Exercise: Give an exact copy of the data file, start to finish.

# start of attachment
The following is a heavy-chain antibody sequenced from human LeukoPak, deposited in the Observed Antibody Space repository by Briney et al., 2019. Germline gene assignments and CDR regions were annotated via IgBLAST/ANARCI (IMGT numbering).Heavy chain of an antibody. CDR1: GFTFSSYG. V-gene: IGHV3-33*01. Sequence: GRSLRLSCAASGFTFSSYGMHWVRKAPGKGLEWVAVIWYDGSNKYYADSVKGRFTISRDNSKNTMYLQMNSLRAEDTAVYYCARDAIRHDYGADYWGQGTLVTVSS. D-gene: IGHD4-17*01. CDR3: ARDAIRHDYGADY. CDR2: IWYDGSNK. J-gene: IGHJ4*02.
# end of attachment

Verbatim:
The following is a heavy-chain antibody sequenced from human LeukoPak, deposited in the Observed Antibody Space repository by Briney et al., 2019. Germline gene assignments and CDR regions were annotated via IgBLAST/ANARCI (IMGT numbering).Heavy chain of an antibody. CDR1: GFTFSSYG. V-gene: IGHV3-33*01. Sequence: GRSLRLSCAASGFTFSSYGMHWVRKAPGKGLEWVAVIWYDGSNKYYADSVKGRFTISRDNSKNTMYLQMNSLRAEDTAVYYCARDAIRHDYGADYWGQGTLVTVSS. D-gene: IGHD4-17*01. CDR3: ARDAIRHDYGADY. CDR2: IWYDGSNK. J-gene: IGHJ4*02.